Tusk and his foreign minister, Radek Sikorski, take a different line. They argue – in my view rightly – that missile defence would enhance American security but worsen Polish security. Poland is not threatened by any putative Iranian missiles. If the US installed missiles on Polish soil, it would stoke up Russian hostility to Poland. The Polish government is therefore telling the US that, in return for taking the missiles, it wants: new air-defence systems, such as Patriot 3, to protect the missile site; agreements from the US to protect the missile base; and American investment in the Polish defence industry. Poland is therefore diverging from the Czech government, which is due to take the radars for the US system, and is much more enthusiastic about missile defence (although public opinion in both Poland and the Czech Republic would rather opt out).
Even if the US says yes to all the Polish demands, which is unlikely, I doubt that Tusk will sign up to anything so long as George W Bush is in office. There is considerable mistrust between some senior people in the Tusk and Bush governments. Poland will probably wait till the next president takes office, see what he or she wants to do, and then take a view. That kind of caution would probably in Poland’s best interests, even though the twins will attack the government for going soft on the Russians.
Charles Grant is director of the Centre for European Reform.
I recently wrote on how missile defense is affecting US-Poland relations at the Atlantic Review. As you mention, Donald Tusk has made more demands of the United States than the previous government did in order to move forward with the missile defense sites.
Here is something I ask:
“I wonder if Poland's harder line signals the death of Rumsfeld’s unequivocally pro-American "New Europe"? The US appears willing to entertain Polish demands for now, with a Pentagon spokesman stating, "Because of [Poland's special relationship with the U.S.], we believe that we can overcome whatever differences may exist on this issue very quickly." However, there is definitely a notable reticence to back US missile defense plans from the new Polish government that was not found in its predecessor.”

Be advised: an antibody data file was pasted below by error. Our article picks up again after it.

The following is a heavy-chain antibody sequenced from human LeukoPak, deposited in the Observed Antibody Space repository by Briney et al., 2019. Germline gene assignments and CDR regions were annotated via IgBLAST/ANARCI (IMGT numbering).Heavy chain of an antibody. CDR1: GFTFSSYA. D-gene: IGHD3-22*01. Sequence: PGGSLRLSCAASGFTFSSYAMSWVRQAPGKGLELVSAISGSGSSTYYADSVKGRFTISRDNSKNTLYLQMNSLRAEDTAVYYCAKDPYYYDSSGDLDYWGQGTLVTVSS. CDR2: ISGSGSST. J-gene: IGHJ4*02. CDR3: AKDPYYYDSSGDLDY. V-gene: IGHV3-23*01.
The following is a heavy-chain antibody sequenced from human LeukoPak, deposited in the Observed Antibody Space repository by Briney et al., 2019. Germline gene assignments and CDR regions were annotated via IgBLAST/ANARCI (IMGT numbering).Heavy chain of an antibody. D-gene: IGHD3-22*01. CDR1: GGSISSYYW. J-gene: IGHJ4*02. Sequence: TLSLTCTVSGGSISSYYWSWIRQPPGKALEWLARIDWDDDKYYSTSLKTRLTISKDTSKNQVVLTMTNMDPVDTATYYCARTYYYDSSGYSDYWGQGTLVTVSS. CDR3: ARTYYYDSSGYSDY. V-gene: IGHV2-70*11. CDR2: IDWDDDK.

Pipelines is _the_ geopolitical infrastructure of russia, beside military assets, of course they wont build new ones on NATO soil if it can be avoided.
US missiles in Poland.. Iran?? Please, take a look at the map.
"It would allow Russia to cut off gas to Poland without blocking supplies to Germany and the rest of Europe."
And also the other way around: It will deny Poland control over Germanys gas supply. Some years ago we could read things like this:
"...We must be the best ally of the United States between Russia and the Germans! That is Poland's raison d'état, because thanks to this neither Russia nor the Germans will be able to dominate Europe," wrote one of the party leaders, Antoni Macierowicz, in a recent newspaper article."
For the missile defense, let this 2006 foreign affairs article clear up the issue.
"The current and future U.S. nuclear force, in other words, seems designed to carry out a preemptive disarming strike against Russia or China."
"…the sort of missile defenses that the United States might plausibly deploy would be valuable primarily in an offensive context, not a defensive one — as an adjunct to a U.S. first-strike capability."
To avoid such a preemptive nuclear strike, Russia needs to develop a credible capability to hit the Polish and Czech sites before American missiles reach Russia in case of an attack. There is no second chance here so a Russian strike against Poland and Czechoslovakia will likely be very hard.
If some wants to make themselves nuclear targets for no good purpose, fine, but please, not in my neighbourhood.